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A digital Norwegian version of the client satisfaction questionnaire 8: factor validity and internal reliability in outpatient mental health care



Validated measures of patient-reported experiences are essential for assessing and improving the quality of mental health services and interventions. In Norwegian mental healthcare settings, the Client Satisfaction Questionnaire (CSQ-8) is increasingly being used for this purpose, but the validity and reliability of the Norwegian translation have not been investigated.


We examined the factor structure and internal consistency of a digitally administrated Norwegian translation of the CSQ-8 in a sample of 338 patients recruited from outpatient treatment. The relationship between satisfaction scores and the change in symptom severity during treatment, measured by the Patient Health Questionnaire-4, was also investigated.


The Norwegian CSQ-8 showed a clear unidimensional structure with one factor explaining 74% of the variance. Internal consistency was very high, with a Cronbach’s alpha of 0.95. Satisfaction showed a small-to-moderate negative relationship with change in symptom severity. Satisfaction scores were negatively skewed, and the presence of ceiling effects is discussed.


Our results support the use of the Norwegian CSQ-8 as a valid and reliable measure of satisfaction with mental healthcare services. Further studies are needed to determine the test-retest reliability of the questionnaire, its sensitivity to change, and to assess its propensity to ceiling effects.

Peer Review reports


Over the last several decades, patients’ satisfaction with services has emerged as an essential outcome measure in health care quality assessment and is viewed as a necessary addition to more traditional outcome measures, such as symptom reduction. Patient satisfaction is also a major political issue worldwide, and regarded as an important outcome, with international organizations such as The World Health Organization, The Commonwealth Fund, and the Organisation for Economic Co-operation and Development, emphasizing the importance of conducting both national, and cross-national studies [1]. Larsen et al. [2] have highlighted three main reasons for its importance. First, measuring the clinicians’ perspective alone leads to an incomplete and biased appraisal of services provided. The second reason refers to the need to adhere to legislative mandates of patient involvement. The third reason is the importance of maintaining the interests of vulnerable populations, e.g., people of low socioeconomic status, who may be unable to choose between different health service alternatives.

Although the assessment of patient satisfaction has been stressed as essential for evaluating the quality of mental healthcare [3,4,5,6], different systematic reviews have described the patient satisfaction literature as flawed [5, 7, 8]. In particular, the lack of gold standard measures with well-established psychometric properties has been highlighted. In addition, many measures have been developed ad-hoc and used only a handful number of times, which makes it difficult to conduct inter-program comparisons and comparisons across different samples.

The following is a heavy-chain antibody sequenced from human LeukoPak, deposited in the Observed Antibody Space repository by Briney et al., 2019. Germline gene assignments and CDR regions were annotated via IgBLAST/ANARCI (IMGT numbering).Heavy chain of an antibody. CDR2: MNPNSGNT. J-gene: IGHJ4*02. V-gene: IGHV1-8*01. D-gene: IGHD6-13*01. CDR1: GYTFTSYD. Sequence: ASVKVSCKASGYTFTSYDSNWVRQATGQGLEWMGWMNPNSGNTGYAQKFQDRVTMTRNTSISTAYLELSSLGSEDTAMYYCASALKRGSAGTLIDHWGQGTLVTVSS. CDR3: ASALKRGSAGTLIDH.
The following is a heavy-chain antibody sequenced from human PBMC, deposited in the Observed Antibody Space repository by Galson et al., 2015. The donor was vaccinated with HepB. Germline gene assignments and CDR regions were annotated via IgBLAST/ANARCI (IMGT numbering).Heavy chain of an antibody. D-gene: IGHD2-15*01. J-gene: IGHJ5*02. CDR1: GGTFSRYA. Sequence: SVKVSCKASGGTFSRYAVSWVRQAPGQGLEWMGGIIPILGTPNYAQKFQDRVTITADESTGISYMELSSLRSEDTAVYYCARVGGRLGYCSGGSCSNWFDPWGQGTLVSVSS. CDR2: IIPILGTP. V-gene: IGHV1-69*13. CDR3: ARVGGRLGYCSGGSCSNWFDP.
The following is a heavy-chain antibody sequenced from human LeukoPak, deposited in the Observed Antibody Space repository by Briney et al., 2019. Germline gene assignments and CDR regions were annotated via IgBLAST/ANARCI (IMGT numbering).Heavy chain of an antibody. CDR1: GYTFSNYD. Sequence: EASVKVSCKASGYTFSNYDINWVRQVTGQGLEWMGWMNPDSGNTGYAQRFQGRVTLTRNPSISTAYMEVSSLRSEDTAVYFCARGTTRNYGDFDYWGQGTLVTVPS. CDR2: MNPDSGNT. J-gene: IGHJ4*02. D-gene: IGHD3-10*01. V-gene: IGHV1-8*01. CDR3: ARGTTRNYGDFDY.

The Client Satisfaction Questionnaire (CSQ) is one of the most used questionnaires for measuring patient-reported satisfaction in mental healthcare settings [5, 9]. While different versions exist (varying from 3 to 18 items), the CSQ-8, with eight items,  is the most widely used. Each question is answered on a 4-point scale (possible range from eight to 32, where a higher score indicates a higher level of overall satisfaction with services[2, 10,11,12].

Globally, the CSQ-8 has been translated into 51 languages [10] and used to assess patient satisfaction in a range of mental healthcare services. The CSQ-8 has been used in studies examining the quality of inpatient forensic services, community and substance abuse services, inpatient services, and outpatient clinical settings[5]. In addition, the CSQ has been used to assess patient satisfaction across various populations, including both voluntary and involuntary admitted patients [13], as well as pre-therapy educational interventions [11, 14], teletherapy [15], and follow-up interventions [16]. Finally, a slightly modified version has been used to evaluate web-based treatments [17].

The original English version of the CSQ-8 showed good internal consistency and one-factor structure [12]. Validated translations include German [18], French [19, 20], Spanish [21, 22], Thai [23], Japanese [24], Dutch [25, 26], and Cebuano and Wary, two regional languages in the Philippines [27]. Results from these studies dovetail with the findings from Nguyen et al., [12] and suggest that the questionnaire possesses good to excellent internal consistency, and a clear unidimensional factor structure across the different translations [2, 10, 12, 19, 22, 25,26,27,28]. In all of the beforementioned validation studies, the questionnaire has been administrated primarily by paper, sent by mail [25, 26], or filled out on-site [2, 10, 12, 21, 22, 29]. Interview has also been used, either on-site [27] or over the telephone [19]. In addition, a validation of a slightly modified version, specifically adapted to measure satisfaction with web interventions, suggests that it might also be suitable for digital use [17]. However, despite its frequent use, a digital version of the CSQ-8 has never been validated. There are often a priori assumptions about the equivalency of digital questionnaires and their pen and paper counterparts, but a systematic review conducted by Alfonsson et al., found that interformat reliability varied from r = .35 to r = .99 [30]. They proposed several reasons for the disparity: difference in the context where the questionnaire is filled out (e.g., at home instead of on-site), the visual presentation of questions (e.g., one question at a time instead of everything at once), and the level of perceived anonymity. Therefore, equivalency cannot be assumed.